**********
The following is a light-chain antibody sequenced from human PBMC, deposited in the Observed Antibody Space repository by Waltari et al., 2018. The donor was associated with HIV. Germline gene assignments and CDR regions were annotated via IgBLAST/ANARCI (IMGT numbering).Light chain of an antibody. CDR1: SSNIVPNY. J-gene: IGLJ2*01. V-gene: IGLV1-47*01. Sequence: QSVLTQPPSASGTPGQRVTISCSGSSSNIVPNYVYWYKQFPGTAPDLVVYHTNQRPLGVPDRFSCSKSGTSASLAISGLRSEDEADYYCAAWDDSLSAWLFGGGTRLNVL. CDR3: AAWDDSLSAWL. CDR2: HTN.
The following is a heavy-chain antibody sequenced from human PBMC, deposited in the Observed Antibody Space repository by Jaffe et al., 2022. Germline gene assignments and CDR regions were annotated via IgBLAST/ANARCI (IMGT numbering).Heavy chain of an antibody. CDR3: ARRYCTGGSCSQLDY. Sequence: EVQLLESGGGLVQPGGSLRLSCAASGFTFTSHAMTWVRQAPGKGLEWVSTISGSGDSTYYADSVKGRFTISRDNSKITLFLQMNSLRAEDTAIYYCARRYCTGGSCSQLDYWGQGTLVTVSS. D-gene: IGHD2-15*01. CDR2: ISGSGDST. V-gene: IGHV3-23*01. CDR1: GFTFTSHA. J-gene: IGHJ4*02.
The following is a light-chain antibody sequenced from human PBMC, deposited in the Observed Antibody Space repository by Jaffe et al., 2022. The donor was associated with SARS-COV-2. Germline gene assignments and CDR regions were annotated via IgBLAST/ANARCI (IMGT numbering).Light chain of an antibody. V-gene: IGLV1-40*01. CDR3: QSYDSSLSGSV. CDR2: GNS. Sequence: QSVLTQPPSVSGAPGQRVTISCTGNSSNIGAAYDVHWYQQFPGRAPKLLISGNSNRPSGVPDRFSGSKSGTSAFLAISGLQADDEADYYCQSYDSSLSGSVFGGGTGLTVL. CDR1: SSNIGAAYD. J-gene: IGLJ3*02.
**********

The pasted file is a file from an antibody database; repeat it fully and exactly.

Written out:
The following is a light-chain antibody sequenced from human PBMC, deposited in the Observed Antibody Space repository by Waltari et al., 2018. The donor was associated with HIV. Germline gene assignments and CDR regions were annotated via IgBLAST/ANARCI (IMGT numbering).Light chain of an antibody. CDR1: SSNIVPNY. J-gene: IGLJ2*01. V-gene: IGLV1-47*01. Sequence: QSVLTQPPSASGTPGQRVTISCSGSSSNIVPNYVYWYKQFPGTAPDLVVYHTNQRPLGVPDRFSCSKSGTSASLAISGLRSEDEADYYCAAWDDSLSAWLFGGGTRLNVL. CDR3: AAWDDSLSAWL. CDR2: HTN.
The following is a heavy-chain antibody sequenced from human PBMC, deposited in the Observed Antibody Space repository by Jaffe et al., 2022. Germline gene assignments and CDR regions were annotated via IgBLAST/ANARCI (IMGT numbering).Heavy chain of an antibody. CDR3: ARRYCTGGSCSQLDY. Sequence: EVQLLESGGGLVQPGGSLRLSCAASGFTFTSHAMTWVRQAPGKGLEWVSTISGSGDSTYYADSVKGRFTISRDNSKITLFLQMNSLRAEDTAIYYCARRYCTGGSCSQLDYWGQGTLVTVSS. D-gene: IGHD2-15*01. CDR2: ISGSGDST. V-gene: IGHV3-23*01. CDR1: GFTFTSHA. J-gene: IGHJ4*02.
The following is a light-chain antibody sequenced from human PBMC, deposited in the Observed Antibody Space repository by Jaffe et al., 2022. The donor was associated with SARS-COV-2. Germline gene assignments and CDR regions were annotated via IgBLAST/ANARCI (IMGT numbering).Light chain of an antibody. V-gene: IGLV1-40*01. CDR3: QSYDSSLSGSV. CDR2: GNS. Sequence: QSVLTQPPSVSGAPGQRVTISCTGNSSNIGAAYDVHWYQQFPGRAPKLLISGNSNRPSGVPDRFSGSKSGTSAFLAISGLQADDEADYYCQSYDSSLSGSVFGGGTGLTVL. CDR1: SSNIGAAYD. J-gene: IGLJ3*02.